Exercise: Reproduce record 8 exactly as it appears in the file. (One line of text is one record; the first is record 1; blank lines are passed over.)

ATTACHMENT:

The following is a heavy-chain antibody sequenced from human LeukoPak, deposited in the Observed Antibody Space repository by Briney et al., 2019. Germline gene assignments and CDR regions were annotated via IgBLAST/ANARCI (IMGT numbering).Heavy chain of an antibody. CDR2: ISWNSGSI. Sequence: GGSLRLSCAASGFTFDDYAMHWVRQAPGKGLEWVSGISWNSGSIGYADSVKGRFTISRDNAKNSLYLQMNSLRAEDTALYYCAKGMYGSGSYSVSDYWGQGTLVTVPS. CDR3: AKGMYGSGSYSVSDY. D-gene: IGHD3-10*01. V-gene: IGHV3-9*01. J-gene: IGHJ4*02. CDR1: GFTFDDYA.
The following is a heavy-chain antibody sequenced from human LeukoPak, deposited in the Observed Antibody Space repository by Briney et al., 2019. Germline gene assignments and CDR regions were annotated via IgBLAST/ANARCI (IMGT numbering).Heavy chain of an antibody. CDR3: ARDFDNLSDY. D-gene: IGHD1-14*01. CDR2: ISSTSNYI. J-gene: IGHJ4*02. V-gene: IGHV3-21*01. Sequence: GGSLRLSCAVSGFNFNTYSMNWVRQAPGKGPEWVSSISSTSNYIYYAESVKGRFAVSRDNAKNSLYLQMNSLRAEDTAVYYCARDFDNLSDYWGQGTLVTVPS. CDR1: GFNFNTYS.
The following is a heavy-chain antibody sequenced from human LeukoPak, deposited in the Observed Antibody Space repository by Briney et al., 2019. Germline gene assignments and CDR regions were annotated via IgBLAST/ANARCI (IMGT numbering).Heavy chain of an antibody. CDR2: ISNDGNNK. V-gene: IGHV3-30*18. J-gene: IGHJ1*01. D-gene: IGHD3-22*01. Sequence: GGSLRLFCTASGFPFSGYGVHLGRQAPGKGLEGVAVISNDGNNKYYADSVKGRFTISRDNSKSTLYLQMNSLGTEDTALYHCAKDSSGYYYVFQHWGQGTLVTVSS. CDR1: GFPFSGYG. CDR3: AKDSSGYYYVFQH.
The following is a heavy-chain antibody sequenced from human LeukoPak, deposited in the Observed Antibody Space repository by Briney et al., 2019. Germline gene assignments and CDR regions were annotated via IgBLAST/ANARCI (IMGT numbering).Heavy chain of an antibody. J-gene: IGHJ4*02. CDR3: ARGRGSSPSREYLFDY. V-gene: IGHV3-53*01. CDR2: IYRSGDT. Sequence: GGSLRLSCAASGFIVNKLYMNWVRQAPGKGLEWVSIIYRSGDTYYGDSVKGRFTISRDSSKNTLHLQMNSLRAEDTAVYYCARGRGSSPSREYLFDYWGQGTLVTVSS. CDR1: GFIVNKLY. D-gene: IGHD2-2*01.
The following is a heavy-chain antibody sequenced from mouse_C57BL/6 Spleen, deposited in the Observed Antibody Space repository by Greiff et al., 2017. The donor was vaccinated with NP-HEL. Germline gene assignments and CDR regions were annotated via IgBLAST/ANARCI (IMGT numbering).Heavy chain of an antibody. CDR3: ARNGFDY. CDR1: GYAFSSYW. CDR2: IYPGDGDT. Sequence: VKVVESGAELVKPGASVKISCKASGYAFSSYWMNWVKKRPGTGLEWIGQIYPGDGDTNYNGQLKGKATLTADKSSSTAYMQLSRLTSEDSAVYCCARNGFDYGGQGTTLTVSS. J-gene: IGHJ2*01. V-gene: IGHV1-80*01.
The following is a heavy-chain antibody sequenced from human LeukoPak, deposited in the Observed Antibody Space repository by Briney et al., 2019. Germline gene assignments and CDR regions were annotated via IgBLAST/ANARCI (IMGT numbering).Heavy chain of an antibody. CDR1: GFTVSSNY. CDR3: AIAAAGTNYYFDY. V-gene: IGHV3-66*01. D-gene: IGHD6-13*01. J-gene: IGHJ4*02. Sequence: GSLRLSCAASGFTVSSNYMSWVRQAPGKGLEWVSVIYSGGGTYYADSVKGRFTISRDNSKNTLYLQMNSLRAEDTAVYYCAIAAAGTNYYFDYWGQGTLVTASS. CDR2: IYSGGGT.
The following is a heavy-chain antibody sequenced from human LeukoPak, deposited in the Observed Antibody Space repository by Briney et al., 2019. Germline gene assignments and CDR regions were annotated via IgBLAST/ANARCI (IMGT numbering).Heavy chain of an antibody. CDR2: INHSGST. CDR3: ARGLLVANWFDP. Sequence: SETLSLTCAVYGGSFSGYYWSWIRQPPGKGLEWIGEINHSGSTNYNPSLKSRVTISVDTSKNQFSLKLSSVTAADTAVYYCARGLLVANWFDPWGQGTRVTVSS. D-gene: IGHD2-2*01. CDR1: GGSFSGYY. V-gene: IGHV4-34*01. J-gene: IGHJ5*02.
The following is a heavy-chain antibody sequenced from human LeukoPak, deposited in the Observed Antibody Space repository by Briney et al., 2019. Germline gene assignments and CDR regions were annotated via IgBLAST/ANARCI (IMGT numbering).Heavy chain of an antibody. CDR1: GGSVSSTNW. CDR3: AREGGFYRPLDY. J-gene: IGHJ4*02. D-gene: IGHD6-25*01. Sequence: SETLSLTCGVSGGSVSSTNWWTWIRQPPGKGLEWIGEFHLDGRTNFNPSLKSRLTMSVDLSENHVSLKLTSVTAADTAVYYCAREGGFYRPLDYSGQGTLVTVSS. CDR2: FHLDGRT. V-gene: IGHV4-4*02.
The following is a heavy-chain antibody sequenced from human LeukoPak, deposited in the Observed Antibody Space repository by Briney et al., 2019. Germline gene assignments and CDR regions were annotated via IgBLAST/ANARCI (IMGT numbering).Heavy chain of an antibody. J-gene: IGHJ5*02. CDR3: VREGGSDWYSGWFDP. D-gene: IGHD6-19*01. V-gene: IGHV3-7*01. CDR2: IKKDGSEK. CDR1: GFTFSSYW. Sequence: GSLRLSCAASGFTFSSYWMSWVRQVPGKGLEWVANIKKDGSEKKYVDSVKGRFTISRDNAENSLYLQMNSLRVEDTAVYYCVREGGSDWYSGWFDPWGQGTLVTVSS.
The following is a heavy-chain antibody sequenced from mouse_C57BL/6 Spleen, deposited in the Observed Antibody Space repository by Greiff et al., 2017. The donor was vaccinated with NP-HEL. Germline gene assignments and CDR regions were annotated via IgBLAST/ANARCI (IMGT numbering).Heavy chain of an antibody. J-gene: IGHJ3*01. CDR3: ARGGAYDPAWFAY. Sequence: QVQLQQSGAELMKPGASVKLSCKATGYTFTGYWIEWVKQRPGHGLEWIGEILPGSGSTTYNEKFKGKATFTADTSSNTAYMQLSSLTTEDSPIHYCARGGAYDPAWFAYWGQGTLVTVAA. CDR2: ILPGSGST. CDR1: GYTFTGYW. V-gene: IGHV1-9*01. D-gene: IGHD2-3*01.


The following is a heavy-chain antibody sequenced from human LeukoPak, deposited in the Observed Antibody Space repository by Briney et al., 2019. Germline gene assignments and CDR regions were annotated via IgBLAST/ANARCI (IMGT numbering).Heavy chain of an antibody. CDR1: GGSVSSTNW. CDR3: AREGGFYRPLDY. J-gene: IGHJ4*02. D-gene: IGHD6-25*01. Sequence: SETLSLTCGVSGGSVSSTNWWTWIRQPPGKGLEWIGEFHLDGRTNFNPSLKSRLTMSVDLSENHVSLKLTSVTAADTAVYYCAREGGFYRPLDYSGQGTLVTVSS. CDR2: FHLDGRT. V-gene: IGHV4-4*02.